The former chief executive of an Alaska company working on a massive fiber optic project in the Arctic is charged with committing fraud while she led the company.
Ex-Quintillion CEO Elizabeth Pierce is charged with one count of wire fraud for allegedly duping New York-based firms into investing more than $250 million in the project.
Quintillion, headquartered in Anchorage, and its subcontractors have laid hundreds of miles of fiber optic cable in the Arctic to connect northern Alaska communities to high-speed broadband. That system is part of a larger, international project that aims to eventually link North America, Asia and Europe.
Laying the cable, both undersea and on land, has taken a lot of money. And according to criminal charges unsealed Thursday, some of those investments were obtained through deception.
That alleged trickery is at the heart of the criminal charges filed against Pierce, 54 and an Anchorage resident.
A spokesperson for the U.S. Attorney in the Southern District of New York, where the charges were filed, refused to comment on the case. But according to a written statement from the U.S. Attorney, one of the companies buying bandwidth on the system tipped off the FBI, leading to an investigation.
Kristina Woolston, Quintillion’s vice president of external relations, said the company also discovered the alleged fraud in 2017 and reported it to federal authorities.
“Quintillion and its investors and board have been cooperating fully with the Department of Justice in its ongoing investigation since that time,” Woolston said.
According to the charges, Pierce forged parts of contracts with telecommunications companies buying future access to the bandwidth. The charges say the forgery led the investors to believe that their investments would generate hundreds of millions of dollars when, in fact, the system was worth far less.
The charges say Pierce was under pressure to make Quintillion appear more valuable to keep investments flowing in, at least at one point so the company could finish laying undersea cable before the onset of winter in the Arctic.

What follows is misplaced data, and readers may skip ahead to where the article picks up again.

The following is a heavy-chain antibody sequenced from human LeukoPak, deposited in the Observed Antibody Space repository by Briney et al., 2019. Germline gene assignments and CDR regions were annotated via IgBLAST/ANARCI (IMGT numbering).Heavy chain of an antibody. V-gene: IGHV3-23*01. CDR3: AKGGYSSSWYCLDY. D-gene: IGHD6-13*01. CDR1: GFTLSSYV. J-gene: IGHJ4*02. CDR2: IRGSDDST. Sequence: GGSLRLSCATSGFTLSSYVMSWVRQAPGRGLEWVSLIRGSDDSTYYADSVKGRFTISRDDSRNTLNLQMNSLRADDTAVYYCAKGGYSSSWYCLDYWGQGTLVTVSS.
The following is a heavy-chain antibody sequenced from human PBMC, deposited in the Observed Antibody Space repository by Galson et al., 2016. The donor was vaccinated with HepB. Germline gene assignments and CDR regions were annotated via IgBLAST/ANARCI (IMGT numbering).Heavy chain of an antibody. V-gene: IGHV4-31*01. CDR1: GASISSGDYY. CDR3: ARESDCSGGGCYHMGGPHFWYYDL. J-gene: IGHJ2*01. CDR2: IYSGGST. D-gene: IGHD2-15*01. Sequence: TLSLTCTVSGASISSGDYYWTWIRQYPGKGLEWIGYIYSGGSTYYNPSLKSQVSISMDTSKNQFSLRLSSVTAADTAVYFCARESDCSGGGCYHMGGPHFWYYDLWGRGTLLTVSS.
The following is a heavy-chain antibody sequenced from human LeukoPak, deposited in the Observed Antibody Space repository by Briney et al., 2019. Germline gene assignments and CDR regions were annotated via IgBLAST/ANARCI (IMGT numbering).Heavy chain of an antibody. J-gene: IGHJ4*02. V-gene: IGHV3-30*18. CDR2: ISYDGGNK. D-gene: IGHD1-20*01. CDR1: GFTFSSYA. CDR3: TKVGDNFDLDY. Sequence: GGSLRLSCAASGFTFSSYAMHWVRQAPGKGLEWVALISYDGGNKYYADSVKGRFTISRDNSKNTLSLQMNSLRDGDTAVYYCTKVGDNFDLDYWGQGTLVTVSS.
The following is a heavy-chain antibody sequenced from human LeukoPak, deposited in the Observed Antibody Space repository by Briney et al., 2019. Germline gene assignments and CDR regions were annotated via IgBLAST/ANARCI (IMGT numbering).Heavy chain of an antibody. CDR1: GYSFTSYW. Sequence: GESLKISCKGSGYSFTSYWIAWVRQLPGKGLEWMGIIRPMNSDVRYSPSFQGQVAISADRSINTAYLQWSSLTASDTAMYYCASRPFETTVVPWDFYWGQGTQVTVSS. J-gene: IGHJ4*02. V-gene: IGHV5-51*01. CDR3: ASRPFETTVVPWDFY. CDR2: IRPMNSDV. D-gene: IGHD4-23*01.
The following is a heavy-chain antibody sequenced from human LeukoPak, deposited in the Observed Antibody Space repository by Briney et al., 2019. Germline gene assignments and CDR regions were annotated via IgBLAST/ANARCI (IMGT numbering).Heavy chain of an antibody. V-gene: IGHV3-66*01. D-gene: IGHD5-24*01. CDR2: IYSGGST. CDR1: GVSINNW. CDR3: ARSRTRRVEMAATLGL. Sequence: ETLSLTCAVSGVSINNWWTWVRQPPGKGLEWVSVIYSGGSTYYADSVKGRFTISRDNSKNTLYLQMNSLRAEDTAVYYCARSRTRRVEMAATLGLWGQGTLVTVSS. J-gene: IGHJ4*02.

Pierce was CEO of Quintillion from when it formed in 2012 until resigning in August of 2017. That was for, “personal reasons,” according to a company press release at the time. The alleged fraud occurred from May 2015 to July 2017.
Woolston would not say whether Pierce’s resignation was related to the allegations of fraud. And Woolston brushed away questions about the possibility of negative impacts to future investments in Quintillion.
“We are extremely disappointed in the situation, as you can imagine, but this remains a transformative project for Alaska, and our investors remain committed to the project,” Woolston said.
While the allegations seem to indicate Quintillion benefited from the millions of dollars in investments — and there is no mention of Pierce herself benefiting financially — the company is not named in the charges. Quintillion is referred to in the charges only using the general term “the Fiber Optic Company.”
The charges also do not name any of the investors, nor the five telecommunications companies that were alleged victims.
According to a press release from federal prosecutors, Pierce surrendered to FBI agents and was arrested in New York after the charges were unsealed Thursday.